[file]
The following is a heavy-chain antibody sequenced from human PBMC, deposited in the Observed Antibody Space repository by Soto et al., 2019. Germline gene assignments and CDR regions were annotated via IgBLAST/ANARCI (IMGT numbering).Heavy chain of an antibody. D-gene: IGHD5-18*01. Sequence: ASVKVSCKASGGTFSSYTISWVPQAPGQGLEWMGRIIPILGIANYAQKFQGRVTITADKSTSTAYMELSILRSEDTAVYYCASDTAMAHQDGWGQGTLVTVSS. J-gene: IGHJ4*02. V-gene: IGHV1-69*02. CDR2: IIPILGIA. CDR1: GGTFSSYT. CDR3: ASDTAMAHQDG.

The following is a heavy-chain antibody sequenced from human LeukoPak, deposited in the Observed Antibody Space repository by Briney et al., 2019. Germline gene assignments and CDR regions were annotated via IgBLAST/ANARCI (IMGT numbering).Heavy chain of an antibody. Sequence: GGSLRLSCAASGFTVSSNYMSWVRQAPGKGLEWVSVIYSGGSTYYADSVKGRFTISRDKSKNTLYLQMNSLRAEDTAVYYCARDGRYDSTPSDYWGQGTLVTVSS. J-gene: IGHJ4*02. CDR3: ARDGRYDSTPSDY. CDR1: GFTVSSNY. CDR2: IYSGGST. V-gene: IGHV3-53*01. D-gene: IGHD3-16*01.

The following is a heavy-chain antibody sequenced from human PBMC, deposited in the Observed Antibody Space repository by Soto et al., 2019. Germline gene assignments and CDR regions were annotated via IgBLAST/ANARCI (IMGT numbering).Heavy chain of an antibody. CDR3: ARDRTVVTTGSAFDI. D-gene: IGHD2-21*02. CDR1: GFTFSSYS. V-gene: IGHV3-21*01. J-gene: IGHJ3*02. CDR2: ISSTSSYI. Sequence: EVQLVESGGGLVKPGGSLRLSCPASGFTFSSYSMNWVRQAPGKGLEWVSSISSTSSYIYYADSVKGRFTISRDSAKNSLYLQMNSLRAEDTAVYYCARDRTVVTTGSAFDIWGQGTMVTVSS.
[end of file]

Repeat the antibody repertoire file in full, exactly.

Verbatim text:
The following is a heavy-chain antibody sequenced from human PBMC, deposited in the Observed Antibody Space repository by Soto et al., 2019. Germline gene assignments and CDR regions were annotated via IgBLAST/ANARCI (IMGT numbering).Heavy chain of an antibody. D-gene: IGHD5-18*01. Sequence: ASVKVSCKASGGTFSSYTISWVPQAPGQGLEWMGRIIPILGIANYAQKFQGRVTITADKSTSTAYMELSILRSEDTAVYYCASDTAMAHQDGWGQGTLVTVSS. J-gene: IGHJ4*02. V-gene: IGHV1-69*02. CDR2: IIPILGIA. CDR1: GGTFSSYT. CDR3: ASDTAMAHQDG.

The following is a heavy-chain antibody sequenced from human LeukoPak, deposited in the Observed Antibody Space repository by Briney et al., 2019. Germline gene assignments and CDR regions were annotated via IgBLAST/ANARCI (IMGT numbering).Heavy chain of an antibody. Sequence: GGSLRLSCAASGFTVSSNYMSWVRQAPGKGLEWVSVIYSGGSTYYADSVKGRFTISRDKSKNTLYLQMNSLRAEDTAVYYCARDGRYDSTPSDYWGQGTLVTVSS. J-gene: IGHJ4*02. CDR3: ARDGRYDSTPSDY. CDR1: GFTVSSNY. CDR2: IYSGGST. V-gene: IGHV3-53*01. D-gene: IGHD3-16*01.

The following is a heavy-chain antibody sequenced from human PBMC, deposited in the Observed Antibody Space repository by Soto et al., 2019. Germline gene assignments and CDR regions were annotated via IgBLAST/ANARCI (IMGT numbering).Heavy chain of an antibody. CDR3: ARDRTVVTTGSAFDI. D-gene: IGHD2-21*02. CDR1: GFTFSSYS. V-gene: IGHV3-21*01. J-gene: IGHJ3*02. CDR2: ISSTSSYI. Sequence: EVQLVESGGGLVKPGGSLRLSCPASGFTFSSYSMNWVRQAPGKGLEWVSSISSTSSYIYYADSVKGRFTISRDSAKNSLYLQMNSLRAEDTAVYYCARDRTVVTTGSAFDIWGQGTMVTVSS.